Barnes-Jewish Hospital | Washington University Physicians

CURIOSUS: The Art and Science of Medicine

ky00r-ee-OH-sus; Latin; adjective Eager to learn or know; inquisitive


ALZHEIMER’S RESEARCH: CLEARING AMYLOID PLAQUES IN THE BRAIN
BENCH

ALZHEIMER’S RESEARCH: CLEARING AMYLOID PLAQUES IN THE BRAIN

BY TAMARA BHANDARI

As people age, a normal brain protein known as amyloid beta often starts to collect into harmful amyloid plaques in the brain. Such plaques can be the first step on the path to Alzheimer’s dementia. When they form around blood vessels in the brain, a condition known as cerebral amyloid angiopathy, the plaques also raise the risk of strokes.

OBSTRUCTIVE SLEEP APNEA: DIAGNOSIS AND TREATMENT
BEDSIDE

OBSTRUCTIVE SLEEP APNEA: DIAGNOSIS AND TREATMENT

BY PAM MCGRATH

People diagnosed with obstructive sleep apnea, or OSA, experience frequent disruptions of breathing while asleep. Those disruptions can range in frequency from five times in an hour for mild sleep apnea to 30 times or more for severe sleep apnea. In other words, a person with severe OSA stops and starts breathing at least every two minutes within an hour.

LEARNING TO SEE INSIDE THE BODY
HISTORY

LEARNING TO SEE INSIDE THE BODY

BY Connie Mitchell

The very first X-ray image is a blurry, ghostlike view of a woman’s left hand, two sizable wedding rings visible on her third finger. Using his wife as his test subject, German physicist Wilhelm Röntgen used the power of the X-ray to gaze at bones beneath his wife’s skin, something he couldn’t have done before without an incision. Six years later, Röntgen won the 1901 Nobel Prize in Physics. The practice of medicine had changed forever.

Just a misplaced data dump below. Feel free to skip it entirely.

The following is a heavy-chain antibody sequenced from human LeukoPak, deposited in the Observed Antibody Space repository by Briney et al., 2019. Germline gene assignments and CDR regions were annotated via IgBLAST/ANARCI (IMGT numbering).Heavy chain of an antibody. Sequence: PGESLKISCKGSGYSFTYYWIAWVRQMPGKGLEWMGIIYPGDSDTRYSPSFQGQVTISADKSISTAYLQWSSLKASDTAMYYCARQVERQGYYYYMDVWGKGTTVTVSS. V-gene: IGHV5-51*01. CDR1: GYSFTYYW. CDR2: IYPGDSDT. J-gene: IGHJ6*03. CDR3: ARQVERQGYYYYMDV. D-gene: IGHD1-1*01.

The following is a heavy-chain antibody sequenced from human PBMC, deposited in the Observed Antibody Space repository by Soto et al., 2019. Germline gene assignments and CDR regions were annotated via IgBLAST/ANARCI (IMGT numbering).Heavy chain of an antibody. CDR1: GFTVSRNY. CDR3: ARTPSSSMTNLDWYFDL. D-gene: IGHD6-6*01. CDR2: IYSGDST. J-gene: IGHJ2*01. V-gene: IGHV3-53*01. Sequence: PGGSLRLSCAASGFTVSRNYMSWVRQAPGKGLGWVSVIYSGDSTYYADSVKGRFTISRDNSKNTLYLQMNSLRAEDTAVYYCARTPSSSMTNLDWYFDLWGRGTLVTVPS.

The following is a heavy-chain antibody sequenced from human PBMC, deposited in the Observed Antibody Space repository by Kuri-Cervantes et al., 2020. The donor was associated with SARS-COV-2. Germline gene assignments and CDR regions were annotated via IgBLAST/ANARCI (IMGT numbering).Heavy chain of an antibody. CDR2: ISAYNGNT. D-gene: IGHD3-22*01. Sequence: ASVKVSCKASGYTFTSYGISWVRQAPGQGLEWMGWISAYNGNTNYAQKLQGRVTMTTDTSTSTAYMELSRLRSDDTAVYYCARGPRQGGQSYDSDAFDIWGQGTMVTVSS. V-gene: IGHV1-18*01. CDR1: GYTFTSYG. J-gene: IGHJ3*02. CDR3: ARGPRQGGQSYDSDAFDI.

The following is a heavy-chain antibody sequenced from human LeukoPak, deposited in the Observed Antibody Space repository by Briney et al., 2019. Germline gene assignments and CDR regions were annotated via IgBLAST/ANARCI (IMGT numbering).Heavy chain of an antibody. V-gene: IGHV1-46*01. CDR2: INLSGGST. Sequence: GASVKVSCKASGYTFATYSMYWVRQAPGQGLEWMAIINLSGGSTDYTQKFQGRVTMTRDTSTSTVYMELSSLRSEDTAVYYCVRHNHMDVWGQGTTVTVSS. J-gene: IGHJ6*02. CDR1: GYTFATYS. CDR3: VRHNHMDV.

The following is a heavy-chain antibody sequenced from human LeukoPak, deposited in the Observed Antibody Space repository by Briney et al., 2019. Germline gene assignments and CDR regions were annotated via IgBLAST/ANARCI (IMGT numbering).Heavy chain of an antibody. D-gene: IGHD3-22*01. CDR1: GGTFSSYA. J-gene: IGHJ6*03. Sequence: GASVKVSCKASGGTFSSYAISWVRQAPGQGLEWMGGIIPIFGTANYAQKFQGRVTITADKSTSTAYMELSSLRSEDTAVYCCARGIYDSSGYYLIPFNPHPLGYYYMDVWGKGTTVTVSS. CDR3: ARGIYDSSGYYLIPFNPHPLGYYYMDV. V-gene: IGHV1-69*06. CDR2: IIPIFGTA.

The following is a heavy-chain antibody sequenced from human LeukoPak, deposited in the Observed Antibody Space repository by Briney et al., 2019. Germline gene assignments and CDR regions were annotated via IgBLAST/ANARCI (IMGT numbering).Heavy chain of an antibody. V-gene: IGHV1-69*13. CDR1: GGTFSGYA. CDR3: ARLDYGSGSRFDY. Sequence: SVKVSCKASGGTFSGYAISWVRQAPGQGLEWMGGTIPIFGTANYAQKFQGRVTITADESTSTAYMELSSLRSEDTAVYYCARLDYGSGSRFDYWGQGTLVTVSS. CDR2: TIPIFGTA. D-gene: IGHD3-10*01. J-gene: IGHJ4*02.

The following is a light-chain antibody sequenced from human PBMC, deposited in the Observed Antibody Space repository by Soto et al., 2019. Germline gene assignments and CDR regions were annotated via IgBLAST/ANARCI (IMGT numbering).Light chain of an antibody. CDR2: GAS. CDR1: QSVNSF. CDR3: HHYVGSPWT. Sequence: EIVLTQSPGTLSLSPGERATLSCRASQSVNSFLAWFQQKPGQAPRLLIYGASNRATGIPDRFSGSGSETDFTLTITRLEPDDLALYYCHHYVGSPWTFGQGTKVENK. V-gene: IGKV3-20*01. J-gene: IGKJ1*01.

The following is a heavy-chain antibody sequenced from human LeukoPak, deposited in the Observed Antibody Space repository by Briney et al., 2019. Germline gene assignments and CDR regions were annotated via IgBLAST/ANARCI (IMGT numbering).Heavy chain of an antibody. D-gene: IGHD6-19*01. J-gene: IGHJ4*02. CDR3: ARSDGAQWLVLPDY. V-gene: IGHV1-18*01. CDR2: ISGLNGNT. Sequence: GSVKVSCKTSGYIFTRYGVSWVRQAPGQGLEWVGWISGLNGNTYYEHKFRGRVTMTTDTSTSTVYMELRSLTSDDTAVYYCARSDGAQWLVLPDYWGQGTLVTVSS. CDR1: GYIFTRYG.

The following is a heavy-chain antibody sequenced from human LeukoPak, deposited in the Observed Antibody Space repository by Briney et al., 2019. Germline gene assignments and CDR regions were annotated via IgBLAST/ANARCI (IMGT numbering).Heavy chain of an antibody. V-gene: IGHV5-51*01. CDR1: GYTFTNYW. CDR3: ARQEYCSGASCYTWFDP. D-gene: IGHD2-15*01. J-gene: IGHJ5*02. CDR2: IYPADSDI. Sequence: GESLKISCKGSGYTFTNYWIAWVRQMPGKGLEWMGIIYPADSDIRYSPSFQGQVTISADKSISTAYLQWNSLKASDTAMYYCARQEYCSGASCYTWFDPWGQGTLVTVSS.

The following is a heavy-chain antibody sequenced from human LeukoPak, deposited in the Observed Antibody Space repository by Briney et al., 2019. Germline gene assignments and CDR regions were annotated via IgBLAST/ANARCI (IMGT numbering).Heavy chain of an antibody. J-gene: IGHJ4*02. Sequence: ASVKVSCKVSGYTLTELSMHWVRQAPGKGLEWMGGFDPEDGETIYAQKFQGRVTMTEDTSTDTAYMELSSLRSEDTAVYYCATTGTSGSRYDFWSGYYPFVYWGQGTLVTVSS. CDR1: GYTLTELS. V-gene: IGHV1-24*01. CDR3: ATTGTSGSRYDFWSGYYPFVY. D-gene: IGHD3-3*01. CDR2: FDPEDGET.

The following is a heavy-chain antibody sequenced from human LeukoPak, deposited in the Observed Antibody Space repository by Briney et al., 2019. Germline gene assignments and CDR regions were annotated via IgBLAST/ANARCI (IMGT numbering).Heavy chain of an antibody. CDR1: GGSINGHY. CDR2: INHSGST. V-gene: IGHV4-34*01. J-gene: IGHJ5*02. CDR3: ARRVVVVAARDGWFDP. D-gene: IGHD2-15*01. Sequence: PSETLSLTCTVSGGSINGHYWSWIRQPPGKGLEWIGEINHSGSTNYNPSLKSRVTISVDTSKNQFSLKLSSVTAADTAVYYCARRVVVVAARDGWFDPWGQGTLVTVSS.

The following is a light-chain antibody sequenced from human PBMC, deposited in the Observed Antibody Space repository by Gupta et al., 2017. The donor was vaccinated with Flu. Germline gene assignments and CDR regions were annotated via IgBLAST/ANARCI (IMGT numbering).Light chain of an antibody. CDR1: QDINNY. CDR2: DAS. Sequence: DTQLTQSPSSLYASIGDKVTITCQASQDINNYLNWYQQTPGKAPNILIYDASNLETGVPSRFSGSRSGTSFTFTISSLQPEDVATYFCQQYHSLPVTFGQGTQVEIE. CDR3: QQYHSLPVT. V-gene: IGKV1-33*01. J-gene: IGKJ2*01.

PARTIAL KNEE ARTHROPLASTY: IMPROVING OUTCOMES WITH ROBOTICS
BEDSIDE

PARTIAL KNEE ARTHROPLASTY: IMPROVING OUTCOMES WITH ROBOTICS

BY Stephanie Stemmler

All that holds true for the use of robotics in partial knee replacement surgery, also called unicompartmental knee arthroplasty or UKA. In fact, a team of Washington University orthopedic researchers found that using robotics during UKA yielded results that were up to 10 times more accurate than doing the procedure without robotic assistance. The study was published in The Bone & Joint Journal, March 2021.


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